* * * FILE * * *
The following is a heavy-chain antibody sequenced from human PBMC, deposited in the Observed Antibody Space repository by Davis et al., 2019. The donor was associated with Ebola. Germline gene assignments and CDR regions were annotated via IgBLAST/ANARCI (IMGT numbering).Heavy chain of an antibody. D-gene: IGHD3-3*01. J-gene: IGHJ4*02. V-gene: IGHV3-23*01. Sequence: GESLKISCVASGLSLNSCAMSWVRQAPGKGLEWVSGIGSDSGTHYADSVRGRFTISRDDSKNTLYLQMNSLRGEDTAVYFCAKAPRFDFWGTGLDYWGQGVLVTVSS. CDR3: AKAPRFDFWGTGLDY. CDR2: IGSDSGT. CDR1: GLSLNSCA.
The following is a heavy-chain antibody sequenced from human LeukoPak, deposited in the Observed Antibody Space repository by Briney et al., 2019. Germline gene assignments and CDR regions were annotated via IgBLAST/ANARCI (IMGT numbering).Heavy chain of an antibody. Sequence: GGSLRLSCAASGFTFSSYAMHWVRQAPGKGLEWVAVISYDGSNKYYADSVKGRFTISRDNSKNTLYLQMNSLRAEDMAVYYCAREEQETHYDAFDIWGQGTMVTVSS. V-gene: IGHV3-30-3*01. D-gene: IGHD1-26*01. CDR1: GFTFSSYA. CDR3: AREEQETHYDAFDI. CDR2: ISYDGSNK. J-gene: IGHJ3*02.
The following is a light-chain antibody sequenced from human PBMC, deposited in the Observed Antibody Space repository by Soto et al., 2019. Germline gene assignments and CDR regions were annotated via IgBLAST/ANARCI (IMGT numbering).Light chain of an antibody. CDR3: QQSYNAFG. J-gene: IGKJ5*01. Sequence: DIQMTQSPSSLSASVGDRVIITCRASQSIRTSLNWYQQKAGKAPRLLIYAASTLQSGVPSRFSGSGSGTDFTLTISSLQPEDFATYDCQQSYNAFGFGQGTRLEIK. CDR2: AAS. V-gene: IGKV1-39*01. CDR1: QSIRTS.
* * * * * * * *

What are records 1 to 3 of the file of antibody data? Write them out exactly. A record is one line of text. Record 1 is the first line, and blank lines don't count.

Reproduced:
The following is a heavy-chain antibody sequenced from human PBMC, deposited in the Observed Antibody Space repository by Davis et al., 2019. The donor was associated with Ebola. Germline gene assignments and CDR regions were annotated via IgBLAST/ANARCI (IMGT numbering).Heavy chain of an antibody. D-gene: IGHD3-3*01. J-gene: IGHJ4*02. V-gene: IGHV3-23*01. Sequence: GESLKISCVASGLSLNSCAMSWVRQAPGKGLEWVSGIGSDSGTHYADSVRGRFTISRDDSKNTLYLQMNSLRGEDTAVYFCAKAPRFDFWGTGLDYWGQGVLVTVSS. CDR3: AKAPRFDFWGTGLDY. CDR2: IGSDSGT. CDR1: GLSLNSCA.
The following is a heavy-chain antibody sequenced from human LeukoPak, deposited in the Observed Antibody Space repository by Briney et al., 2019. Germline gene assignments and CDR regions were annotated via IgBLAST/ANARCI (IMGT numbering).Heavy chain of an antibody. Sequence: GGSLRLSCAASGFTFSSYAMHWVRQAPGKGLEWVAVISYDGSNKYYADSVKGRFTISRDNSKNTLYLQMNSLRAEDMAVYYCAREEQETHYDAFDIWGQGTMVTVSS. V-gene: IGHV3-30-3*01. D-gene: IGHD1-26*01. CDR1: GFTFSSYA. CDR3: AREEQETHYDAFDI. CDR2: ISYDGSNK. J-gene: IGHJ3*02.
The following is a light-chain antibody sequenced from human PBMC, deposited in the Observed Antibody Space repository by Soto et al., 2019. Germline gene assignments and CDR regions were annotated via IgBLAST/ANARCI (IMGT numbering).Light chain of an antibody. CDR3: QQSYNAFG. J-gene: IGKJ5*01. Sequence: DIQMTQSPSSLSASVGDRVIITCRASQSIRTSLNWYQQKAGKAPRLLIYAASTLQSGVPSRFSGSGSGTDFTLTISSLQPEDFATYDCQQSYNAFGFGQGTRLEIK. CDR2: AAS. V-gene: IGKV1-39*01. CDR1: QSIRTS.